Flooding is not uncommon in Michigan. In 2013, historic flooding along the Grand Rapids River affected many homes and businesses. In 2014, severe flooding caused a great deal of damage in the city of Detroit. Heavy rains often cause flash flooding across the state. Flooding poses safety, health, and economic threats and could mean having to leave your home. It’s is worth taking a little time to learn what to do if flooding occurs.
How to Stay Safe
You can prevent injuries by avoiding or minimizing your exposure to floodwater. Floodwater can be contaminated with chemicals and/or sewage, and can have dangerous pieces of floating or hidden metal and glass. Turn off main electrical breakers or fuse boxes and avoid downed power lines to prevent electrocution. Driving through floodwater is dangerous and should be avoided. Even six inches of water can easily cause a vehicle to lose control and two feet of water can sweep away a vehicle. Remember: Turn around, don’t drown!
How to Stay Healthy
Drinking Water Safety
Listen to public announcements or contact your local health department to find out if your tap water is safe to use. Until the water is safe, use bottled water or boil or disinfect water. Make sure you are using safe drinking water to wash dishes, brush your teeth, prepare or wash food, wash your hands, make ice, or make baby formula!
For more information about drinking water safety, visit water.epa.gov/drink/emerprep.
Make sure your food and water are safe before you consume them. Flood water can be contaminated with poisonous chemicals and even sewage, which can cause you and your family to become very ill if consumed.
To keep your food safe:
Throw away any food that may have come in contact with flood or storm water. This includes food containers with screw-caps, snap-lids, crimped caps (soda pop bottles), twist caps, flip tops, snap-open, and home canned foods as these types of items cannot be disinfected.
Throw away any perishable food items in your refrigerator, such as meat, poultry, fish, eggs, and leftovers, if the power has been out for 4 or hours or more.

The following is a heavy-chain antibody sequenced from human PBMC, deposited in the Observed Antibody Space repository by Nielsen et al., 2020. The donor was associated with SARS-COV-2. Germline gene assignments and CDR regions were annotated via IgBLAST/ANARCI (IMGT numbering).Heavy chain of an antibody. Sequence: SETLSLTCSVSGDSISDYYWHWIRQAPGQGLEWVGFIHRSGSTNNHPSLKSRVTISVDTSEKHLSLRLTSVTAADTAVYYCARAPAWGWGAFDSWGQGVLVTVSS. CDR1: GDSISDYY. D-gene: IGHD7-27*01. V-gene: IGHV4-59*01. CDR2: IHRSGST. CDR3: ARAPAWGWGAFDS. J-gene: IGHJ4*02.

Food items in unopened, store-bought cans that may have come in contact with flood or storm water must be washed and disinfected (see instructions below). If a canned good item is bulging, opened or damaged, throw it away, whether it has come in contact with flood water or not.
Throw away any food with an unusual odor, color or texture.
Remember: When in doubt, throw it out!
Wash and disinfect food items in unopened, store-bought cans that may have come in contact with flood or storm water:
Remove the label and wash the can well with soap and clean water.
Prepare a solution of bleach and water by mixing one capful of unscented household chlorine bleach into one gallon of water.
Disinfect the can by submerging it into the bleach water for one full minute. Do not rinse the can off. Allow the can to air dry before using it or storing it in a clean, dry place.
Re-label the can with a sharpie or other permanent marker. Don’t forget to include any expiration date that was listed on the original label.
For more information about food safety, visit www.foodsafety.gov.
Mold begins to grow on items that were wet for two days or longer. You may not be able to see mold, but it can harm your health. Mold can cause asthma attacks or irritation to the eyes, nose, and skin. Getting rid of mold is important to staying healthy.
Protect yourself from mold and cleaning chemicals by using protective gear such as long pants, long- sleeved shirts, rubber boots, gloves, and goggles.
Wear an N-95 mask, available at hardware stores, to keep from breathing in mold. Do not use dust masks or handkerchiefs as the mold spores can pass through the very small holes in the material and get into your lungs. N- 95 masks are specially designed to keep tiny particles, like mold spores, from passing through the mask. Make sure the mask fits snugly around your nose and mouth.
For more information about mold, visit the Michigan Department of Health and Human Services' Mold Website
How to Prepare
Make a Plan
Before any emergency, having a household emergency plan and emergency supplies to ensure you and your family stay safe and healthy. A flood can mean possible evacuations from your home or limited travel. Not being able to get to a store or being separated from your family are good reasons to plan with everyone ahead of time. Keeping your household emergency plan and important documents in plastic bags or waterproof containers will protect them from floodwaters and other water damage.
Flood Safety and Protecting Your Home Michigan Committee for Severe Weather Awareness Website
Floods Centers for Disease Control and Prevention (CDC)/Emergency Preparedness
FloodSmart.gov provides information on how to purchase a flood insurance policy. You can also contact your insurance agent for more information.